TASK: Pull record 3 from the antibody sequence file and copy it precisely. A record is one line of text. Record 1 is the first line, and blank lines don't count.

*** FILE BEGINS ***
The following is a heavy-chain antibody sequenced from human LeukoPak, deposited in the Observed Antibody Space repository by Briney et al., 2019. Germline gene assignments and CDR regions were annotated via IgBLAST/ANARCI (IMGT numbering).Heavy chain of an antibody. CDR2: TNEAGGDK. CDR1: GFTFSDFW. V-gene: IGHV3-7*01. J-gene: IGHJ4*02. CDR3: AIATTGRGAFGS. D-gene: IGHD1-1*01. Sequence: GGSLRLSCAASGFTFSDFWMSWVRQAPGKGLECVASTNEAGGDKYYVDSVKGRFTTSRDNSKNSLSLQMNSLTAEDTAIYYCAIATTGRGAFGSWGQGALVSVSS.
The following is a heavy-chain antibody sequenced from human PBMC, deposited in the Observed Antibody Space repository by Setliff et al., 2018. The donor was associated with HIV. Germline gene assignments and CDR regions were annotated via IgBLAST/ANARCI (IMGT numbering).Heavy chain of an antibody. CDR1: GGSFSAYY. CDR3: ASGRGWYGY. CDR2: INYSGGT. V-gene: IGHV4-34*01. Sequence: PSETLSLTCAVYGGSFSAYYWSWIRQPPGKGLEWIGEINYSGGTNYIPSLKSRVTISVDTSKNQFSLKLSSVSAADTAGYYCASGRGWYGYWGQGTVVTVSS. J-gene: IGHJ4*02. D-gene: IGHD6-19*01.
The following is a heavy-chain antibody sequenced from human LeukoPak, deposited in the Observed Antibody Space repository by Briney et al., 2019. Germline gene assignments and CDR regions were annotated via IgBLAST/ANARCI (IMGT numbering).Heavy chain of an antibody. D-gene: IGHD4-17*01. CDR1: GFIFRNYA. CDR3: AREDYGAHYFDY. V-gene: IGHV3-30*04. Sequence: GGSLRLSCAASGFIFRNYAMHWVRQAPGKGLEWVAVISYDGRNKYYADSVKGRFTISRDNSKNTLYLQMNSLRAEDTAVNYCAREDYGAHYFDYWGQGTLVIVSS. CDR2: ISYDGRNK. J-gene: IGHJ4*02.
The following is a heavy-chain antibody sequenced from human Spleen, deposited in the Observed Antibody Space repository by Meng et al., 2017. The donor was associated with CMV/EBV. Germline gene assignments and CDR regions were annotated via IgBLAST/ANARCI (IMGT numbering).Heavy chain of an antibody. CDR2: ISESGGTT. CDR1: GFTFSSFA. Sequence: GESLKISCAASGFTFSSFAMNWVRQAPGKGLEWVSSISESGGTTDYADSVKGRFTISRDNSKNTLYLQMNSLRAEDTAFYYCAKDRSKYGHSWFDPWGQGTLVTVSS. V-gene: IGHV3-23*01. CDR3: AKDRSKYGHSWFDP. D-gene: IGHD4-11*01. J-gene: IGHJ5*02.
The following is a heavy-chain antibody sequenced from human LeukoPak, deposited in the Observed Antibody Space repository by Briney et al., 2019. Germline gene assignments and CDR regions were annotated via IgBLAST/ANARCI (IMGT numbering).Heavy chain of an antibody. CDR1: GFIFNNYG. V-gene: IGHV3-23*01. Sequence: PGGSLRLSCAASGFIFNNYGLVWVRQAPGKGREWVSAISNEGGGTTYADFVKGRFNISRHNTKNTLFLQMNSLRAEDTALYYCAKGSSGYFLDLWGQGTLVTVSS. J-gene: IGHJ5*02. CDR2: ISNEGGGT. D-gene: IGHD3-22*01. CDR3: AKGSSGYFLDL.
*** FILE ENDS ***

The following is a heavy-chain antibody sequenced from human LeukoPak, deposited in the Observed Antibody Space repository by Briney et al., 2019. Germline gene assignments and CDR regions were annotated via IgBLAST/ANARCI (IMGT numbering).Heavy chain of an antibody. D-gene: IGHD4-17*01. CDR1: GFIFRNYA. CDR3: AREDYGAHYFDY. V-gene: IGHV3-30*04. Sequence: GGSLRLSCAASGFIFRNYAMHWVRQAPGKGLEWVAVISYDGRNKYYADSVKGRFTISRDNSKNTLYLQMNSLRAEDTAVNYCAREDYGAHYFDYWGQGTLVIVSS. CDR2: ISYDGRNK. J-gene: IGHJ4*02.